Given my recent Booker T & the MGs post, it should be no surprise that one of my favorite covers involves Booker T & The MGs. And given my recent countrification, the second shouldn’t be a surprise either. Thanks, Chris, for shining a certain kind of light on this great song. I make no apologies for posting Rod Stewart.

Rod Stewart, “To Love Somebody w/Booker T & The MGs (Early Take)”

Flying Burrito Brothers, “To Love Somebody”

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Everybody Loves To Love Somebody

One of the latest releases from Sublime Frequencies (previously mentioned on NoiseNarcs here) is a compilation of music recorded between 1966 and 1968 by Indonesian a-go-go band, Dara Puspita (Flower Girls), whom the writers at Sublime Frequencies somewhat audaciously declare to be “arguably the world’s greatest all-female garage rock band.”  Feel free to argue in the comments.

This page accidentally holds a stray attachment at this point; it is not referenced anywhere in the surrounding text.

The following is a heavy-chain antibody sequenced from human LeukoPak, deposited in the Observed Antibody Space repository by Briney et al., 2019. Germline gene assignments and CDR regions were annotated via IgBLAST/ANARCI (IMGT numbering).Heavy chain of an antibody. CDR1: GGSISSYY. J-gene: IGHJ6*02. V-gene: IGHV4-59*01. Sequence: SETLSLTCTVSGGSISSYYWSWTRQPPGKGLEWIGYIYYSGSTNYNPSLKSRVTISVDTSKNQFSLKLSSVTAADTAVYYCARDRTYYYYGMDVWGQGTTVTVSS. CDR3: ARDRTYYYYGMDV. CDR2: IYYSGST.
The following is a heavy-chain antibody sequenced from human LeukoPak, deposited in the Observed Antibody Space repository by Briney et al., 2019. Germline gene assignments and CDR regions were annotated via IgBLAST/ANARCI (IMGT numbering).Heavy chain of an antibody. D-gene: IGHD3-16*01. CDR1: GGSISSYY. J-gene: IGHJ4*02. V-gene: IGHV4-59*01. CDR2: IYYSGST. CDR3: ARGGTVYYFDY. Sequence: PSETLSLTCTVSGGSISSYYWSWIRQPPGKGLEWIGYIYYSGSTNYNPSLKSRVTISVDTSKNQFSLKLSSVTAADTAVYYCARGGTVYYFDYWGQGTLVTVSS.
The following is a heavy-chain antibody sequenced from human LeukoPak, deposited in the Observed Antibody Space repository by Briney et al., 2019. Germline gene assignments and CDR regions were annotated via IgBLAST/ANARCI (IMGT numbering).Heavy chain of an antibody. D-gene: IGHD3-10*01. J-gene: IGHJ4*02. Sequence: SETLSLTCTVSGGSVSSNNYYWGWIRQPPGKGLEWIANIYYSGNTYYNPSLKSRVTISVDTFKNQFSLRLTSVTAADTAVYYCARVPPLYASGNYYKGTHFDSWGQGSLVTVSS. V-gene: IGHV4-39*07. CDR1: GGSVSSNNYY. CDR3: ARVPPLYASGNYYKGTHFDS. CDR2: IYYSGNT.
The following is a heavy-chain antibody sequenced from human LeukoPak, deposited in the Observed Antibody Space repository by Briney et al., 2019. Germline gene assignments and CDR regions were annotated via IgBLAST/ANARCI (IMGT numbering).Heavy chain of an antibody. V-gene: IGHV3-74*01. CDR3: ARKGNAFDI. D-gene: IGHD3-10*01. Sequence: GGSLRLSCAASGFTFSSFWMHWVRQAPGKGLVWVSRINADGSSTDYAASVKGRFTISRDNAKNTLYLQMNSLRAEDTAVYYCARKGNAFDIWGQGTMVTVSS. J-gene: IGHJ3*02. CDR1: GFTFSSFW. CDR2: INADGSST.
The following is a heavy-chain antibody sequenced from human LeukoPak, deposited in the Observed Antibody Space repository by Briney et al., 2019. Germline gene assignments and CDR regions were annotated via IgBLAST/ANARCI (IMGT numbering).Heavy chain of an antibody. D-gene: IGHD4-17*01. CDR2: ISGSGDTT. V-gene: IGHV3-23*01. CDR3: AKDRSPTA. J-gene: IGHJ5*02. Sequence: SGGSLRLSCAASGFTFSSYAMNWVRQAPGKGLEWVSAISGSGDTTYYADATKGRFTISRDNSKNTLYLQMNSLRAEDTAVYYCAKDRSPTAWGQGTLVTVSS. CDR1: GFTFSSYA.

Anyway, I was thinking about doing a post about them, but while doing some quick research on the group I came across their version of The BeeGees 1967 super-hit, “To Love Somebody.” So I decided instead to do a brief (and by no means exhaustive) round-up of some of my favorite remakes of that pop masterpiece.

In a sense, the song has no original version.  Barry Gibb wrote the song for Otis Redding, who unfortunately died in a plane crash before it could be recorded.  But take a moment to imagine what that would have sounded like.  It sounds awesome in my imagination.  Quite frankly, no other version could ever live up to it.

Nevertheless, we’ll commence with the song as recorded by the inimitable Brother’s Gibb:

The Bee Gees, “To Love Somebody”